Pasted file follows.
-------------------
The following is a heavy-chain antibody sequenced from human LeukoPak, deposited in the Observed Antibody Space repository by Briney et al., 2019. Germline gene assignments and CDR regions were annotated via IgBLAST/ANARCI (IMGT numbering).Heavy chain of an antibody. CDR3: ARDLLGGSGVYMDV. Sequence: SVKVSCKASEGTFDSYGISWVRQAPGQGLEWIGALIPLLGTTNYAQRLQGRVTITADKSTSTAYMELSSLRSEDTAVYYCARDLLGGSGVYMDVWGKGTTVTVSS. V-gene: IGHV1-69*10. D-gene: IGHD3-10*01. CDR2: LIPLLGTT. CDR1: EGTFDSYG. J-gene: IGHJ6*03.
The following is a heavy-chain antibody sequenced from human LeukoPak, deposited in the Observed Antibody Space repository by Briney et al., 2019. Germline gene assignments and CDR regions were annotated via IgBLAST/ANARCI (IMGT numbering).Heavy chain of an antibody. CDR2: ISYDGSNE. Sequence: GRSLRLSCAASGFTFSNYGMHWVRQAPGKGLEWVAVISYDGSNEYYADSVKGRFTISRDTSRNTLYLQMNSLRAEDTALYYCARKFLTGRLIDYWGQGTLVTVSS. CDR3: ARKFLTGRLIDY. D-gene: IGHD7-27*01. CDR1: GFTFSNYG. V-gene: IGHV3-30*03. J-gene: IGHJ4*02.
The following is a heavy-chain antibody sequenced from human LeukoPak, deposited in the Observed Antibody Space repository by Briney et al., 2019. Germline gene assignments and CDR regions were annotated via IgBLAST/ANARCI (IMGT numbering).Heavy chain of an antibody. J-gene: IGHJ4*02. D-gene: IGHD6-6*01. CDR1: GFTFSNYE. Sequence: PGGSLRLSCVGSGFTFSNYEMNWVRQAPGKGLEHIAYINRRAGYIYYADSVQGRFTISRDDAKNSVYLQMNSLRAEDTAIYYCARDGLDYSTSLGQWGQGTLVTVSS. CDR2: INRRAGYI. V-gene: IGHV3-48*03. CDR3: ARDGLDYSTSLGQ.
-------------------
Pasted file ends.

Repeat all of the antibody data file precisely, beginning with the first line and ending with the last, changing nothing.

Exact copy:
The following is a heavy-chain antibody sequenced from human LeukoPak, deposited in the Observed Antibody Space repository by Briney et al., 2019. Germline gene assignments and CDR regions were annotated via IgBLAST/ANARCI (IMGT numbering).Heavy chain of an antibody. CDR3: ARDLLGGSGVYMDV. Sequence: SVKVSCKASEGTFDSYGISWVRQAPGQGLEWIGALIPLLGTTNYAQRLQGRVTITADKSTSTAYMELSSLRSEDTAVYYCARDLLGGSGVYMDVWGKGTTVTVSS. V-gene: IGHV1-69*10. D-gene: IGHD3-10*01. CDR2: LIPLLGTT. CDR1: EGTFDSYG. J-gene: IGHJ6*03.
The following is a heavy-chain antibody sequenced from human LeukoPak, deposited in the Observed Antibody Space repository by Briney et al., 2019. Germline gene assignments and CDR regions were annotated via IgBLAST/ANARCI (IMGT numbering).Heavy chain of an antibody. CDR2: ISYDGSNE. Sequence: GRSLRLSCAASGFTFSNYGMHWVRQAPGKGLEWVAVISYDGSNEYYADSVKGRFTISRDTSRNTLYLQMNSLRAEDTALYYCARKFLTGRLIDYWGQGTLVTVSS. CDR3: ARKFLTGRLIDY. D-gene: IGHD7-27*01. CDR1: GFTFSNYG. V-gene: IGHV3-30*03. J-gene: IGHJ4*02.
The following is a heavy-chain antibody sequenced from human LeukoPak, deposited in the Observed Antibody Space repository by Briney et al., 2019. Germline gene assignments and CDR regions were annotated via IgBLAST/ANARCI (IMGT numbering).Heavy chain of an antibody. J-gene: IGHJ4*02. D-gene: IGHD6-6*01. CDR1: GFTFSNYE. Sequence: PGGSLRLSCVGSGFTFSNYEMNWVRQAPGKGLEHIAYINRRAGYIYYADSVQGRFTISRDDAKNSVYLQMNSLRAEDTAIYYCARDGLDYSTSLGQWGQGTLVTVSS. CDR2: INRRAGYI. V-gene: IGHV3-48*03. CDR3: ARDGLDYSTSLGQ.